By IESE Insight
There’s a lot to consider when choosing the best wealth management strategy during retirement. Most importantly, your investments should provide funds to sustain you throughout your post-retirement life. Another goal may be to bequeath leftover money to family or to charity.
The usual metric for evaluating different investment strategies is the “failure rate.” An investment strategy “fails” if it doesn’t provide funds throughout the planned retirement horizon — say, 30 years. However, the failure rate has two important weaknesses: it provides no insight as to when the strategy failed — for example, whether in year 5 or year 29 of a 30-year plan — and it does not record if a strategy left a surplus in the end.
Introducing the coverage ratio
To address the shortcomings of the failure rate and provide more information about different retirement investment strategies, IESE’s Javier Estrada and Mark Kritzman of Windham Capital Management have developed a new metric they call the coverage ratio. This calculation essentially measures the number of years of withdrawals supported by a particular strategy, relative to the length of the retirement period considered.
Estrada and Kritzman use their metric in a new framework to help determine the optimal mix of stocks and bonds based on historical data across 21 countries and the world market. (Hint: Going heavy on stocks has done best in the past.) Future scenarios are also simulated to see which asset-allocation strategies work if more pessimistic views about the future turn out to be true.
Applying the coverage ratio
How does the coverage ratio work? While the failure rate would only tell us whether or not a particular investment strategy failed to allow for withdrawals during that 30-year period, the coverage rate takes into account whether it failed 10 years in or 29 years in, or, if successful, whether it outlasted the 30-year period, providing, say, 36 years of withdrawals.
In practice, if the coverage ratio is 1.0, a strategy that was meant to provide withdrawals for 30 years did its job but left nothing at the end. Meanwhile, a ratio of 1.1 indicates the strategy provided cash flows for 30 years and left a bequest worth 3 years of withdrawals, while 0.9 indicates a strategy that failed by providing only 27 years of withdrawals.
The coverage ratio is superior to the failure rate because it overcomes the latter’s two basic flaws. However, the ratio doesn’t account for the fact that investors are likely to be more displeased when their investment strategy fails than they are pleased when the strategy succeeds with surpluses. So, the authors’ framework includes a utility function that penalizes failure more than it rewards success.
Using this framework, the researchers look at both historical and simulated scenarios to suggest optimal asset allocation strategies for stocks and bonds.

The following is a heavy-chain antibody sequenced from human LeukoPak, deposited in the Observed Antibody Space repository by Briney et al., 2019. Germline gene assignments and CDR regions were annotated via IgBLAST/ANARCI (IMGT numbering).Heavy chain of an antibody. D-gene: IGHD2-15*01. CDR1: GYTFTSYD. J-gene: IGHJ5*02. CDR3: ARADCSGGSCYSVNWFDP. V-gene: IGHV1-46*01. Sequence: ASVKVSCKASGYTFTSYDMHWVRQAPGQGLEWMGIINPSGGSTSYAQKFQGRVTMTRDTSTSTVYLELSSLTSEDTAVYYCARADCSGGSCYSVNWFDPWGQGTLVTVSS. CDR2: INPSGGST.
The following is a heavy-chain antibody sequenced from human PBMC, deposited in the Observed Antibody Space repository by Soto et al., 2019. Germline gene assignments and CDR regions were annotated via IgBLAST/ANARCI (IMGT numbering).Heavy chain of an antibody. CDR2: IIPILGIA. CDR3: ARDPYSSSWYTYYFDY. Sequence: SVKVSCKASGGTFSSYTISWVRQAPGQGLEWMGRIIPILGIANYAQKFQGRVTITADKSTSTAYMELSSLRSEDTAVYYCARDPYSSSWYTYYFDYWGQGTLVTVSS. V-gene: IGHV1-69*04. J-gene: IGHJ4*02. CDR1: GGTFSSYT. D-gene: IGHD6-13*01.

Historical: The study’s dataset includes over a century’s worth of annual returns for both stocks and bonds — from 1900 to 2014 for 21 countries and the world market. The authors use the data to analyze portfolios containing different allocations of stocks and bonds, over 30-year periods, with an initial withdrawal rate of 4 percent (which is then adjusted annually for inflation) and annual portfolio rebalancing (to maintain the specified stock-bond mix). Even after adding an extra punishment for failure to their framework, the results present a strong argument for aggressive strategies: on average, across all countries studied, the optimal portfolio had 91 percent invested in stocks and just 9 percent in bonds.
What’s more, in over half of the markets — including the United States and the worldwide average — a full 100 percent in stocks was the winning strategy in the end, based on historic returns. Meanwhile, in Spain, for example, it was better for retirees to maintain 70 percent in stocks and 30 in bonds. “We report results across many countries in order to provide a broad perspective and to show how results differ based on different market conditions,” the coauthors explain. (See figure below.)
Simulation: Of course, past performances are no guarantee of future returns, so the co-authors turn to simulations. In particular, they tested scenarios in which stock returns are lower than the historic returns (which had averaged 6 percent for the U.S. historically). They also explored varying volatility rates (which had averaged 18 percent for the U.S. historically). These simulations suggest that going heavy on stocks, lighter on bonds is still likely to be a good strategy over retirement for many. But they also find that higher volatility and lower returns for stocks will validate the conventional wisdom that bonds are good for retirees’ portfolios. (See figure below.)
In sum, using the coverage ratio (and adjusting for the pain of failure) can provide retirees a fuller picture of potential investment strategies. The authors’ approach could also be used to determine the best rate of withdrawals during retirement, or how to allocate investments before retirement, contributing to better informed investment decisions across a lifetime of wealth management.
Methodology, very briefly
The authors develop a new approach for analyzing retirement investment strategies which consists of a new measure, the coverage ratio, as well as a “kinked utility function” to adjust for the pain of failure. The authors test their framework for 11 possible investment strategies across 22 markets (21 countries and the world market), for a 114-year period between 1900 and 2014, and determine optimal stock-bond allocation for the period, on average. They also use Monte Carlo simulation to test this approach across more variables, by generating simulations for different stock returns and volatility levels.